Do hand sewing needles get dull

Do Hand Sewing Needles Get Dull – Long Durability Idea

When you are doing sewing work with a frame and small fabric, the craft is to make the fabric look elevated. Hand sewing needles are mostly used by one person, and often times the fabric is on the thinner end, but they too also lose their sharpness with time. Do hand-sewing needles get dull?

When the needle has been through a lot, there is a lack of that clunk or thud sound, and the needle will get blunt or worn out. When the needles lack that tiny sound, the cue for changing the needle has been given. Apart from friction, the needles might also get worn out due to moisture. So overall, with a dull needle, sewing gets tough, and even the fabric has a chance of snagging.

Key Takeaways

  • The signs of a sewing needle becoming dull are telling, and there are some indicators you should know that mean your needle is dull.
  • Some products increase the sharpness, while other products help lessen friction to make a hand-sewing needle sharp.
  • Usually, the lifespan of a needle can last from about a project or two, depending on the use of the needle.

How can You Tell If Your Sewing Needle is Dull?

There are a lot of ways to identify if your sewing needle is dull or not. This can be seen from just observing the sharp end of the needle. Or, you can observe the dullness of the needle when you are trying to sew and find that it is not sewing properly.

How can you tell if your sewing needle is dull
How can you tell if your sewing needle is dull

Here are some of the ways that can help you know if your hand sewing needle is dull or not:


A hand needle should be easy to penetrate through the fabric. But when the needle feels like it is dragging around the fabric, the chances are high that your needle is dull. The needles should be sharp and edgy, not slow and steady.


The next symptom to understand from a dull needle is when you have resistance against the fabric. A blunt or dull needle will only make the work tougher over time. The resistance in poking the fabric and also when pinching it would mostly be the sign of a blunt needle. The work gets harder, and you mostly struggle with the overall process.

Snagging or Puckering

When you are sewing with needles, the threads have to be smooth. But dull needles might make the hole uneven which causes the thread to not pass smoothly through the sewing hole you have made. They tend to cause snagging on the fabric. Seam puckering is also a symptom of a dull needle.

The Appearance of the Stitches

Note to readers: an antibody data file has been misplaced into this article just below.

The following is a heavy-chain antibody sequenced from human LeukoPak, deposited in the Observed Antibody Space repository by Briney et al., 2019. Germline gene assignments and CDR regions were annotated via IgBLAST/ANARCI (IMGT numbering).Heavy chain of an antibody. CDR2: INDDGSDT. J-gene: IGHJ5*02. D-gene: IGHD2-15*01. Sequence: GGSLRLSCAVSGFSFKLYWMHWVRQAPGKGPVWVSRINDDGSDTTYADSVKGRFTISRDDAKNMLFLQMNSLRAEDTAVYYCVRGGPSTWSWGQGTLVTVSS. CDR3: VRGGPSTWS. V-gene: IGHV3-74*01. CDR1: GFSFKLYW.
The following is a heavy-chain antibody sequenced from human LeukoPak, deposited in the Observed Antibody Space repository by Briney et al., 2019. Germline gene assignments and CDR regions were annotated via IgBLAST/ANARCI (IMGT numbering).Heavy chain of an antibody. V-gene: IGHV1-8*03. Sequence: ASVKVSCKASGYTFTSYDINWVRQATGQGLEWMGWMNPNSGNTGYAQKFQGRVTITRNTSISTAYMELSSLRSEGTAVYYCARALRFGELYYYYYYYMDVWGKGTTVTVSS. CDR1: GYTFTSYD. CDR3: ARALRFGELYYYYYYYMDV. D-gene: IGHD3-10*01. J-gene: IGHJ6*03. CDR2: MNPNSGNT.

Another way to find out whether the needles are dull or not is by considering the skipped stitches as well as the thread shedding. You can definitely notice the dullness of the needles from the puckered seam, as well as the unevenness of the seam.

Smell of Sewing Needle

Most of the needles are plated. When the edge is blunt, or they have a rustic smell, the chances are high that the plating has eroded. The friction of the hand, sweat, and oils would most likely make the needle dull.

How do I Keep the Hand Sewing Needles Sharp?

The best way to keep the hand needles sharp is by using different methods, but there are several ways that you can keep the needle sharp before actually sharpening the needle. Most of the needles are saved from dulling by a few methods, and they will help you get the best results. With such methods, you’ll be able to get the results without delaying the performance of the needle. And thus, you don’t even have to replace or sharpen the needle that often.


Well, this might be an old-fashioned way of getting rid of the dullness from the needles. So here, you can only go with the tip of the needle. Hold the needle on the candle for a few minutes until the tip of the needle has turned red. The metal used for the plating would determine the time needed for the metal to heat up. Let the needle cool down for a bit, and then sharpen the tip of the needle. Make sure to stroke every side of the needle. Try the candle method a few times and test the needles with the fabric.


Soap Bar

And the second part would be useful when you use a soap bar for the sewing needle. This method of work would be best for hand-sewing needles as well as machine-sewing needles. You minimize the friction of the needle and prevent it from becoming blunt.

Soap bar
Soap bar

Coconut Oil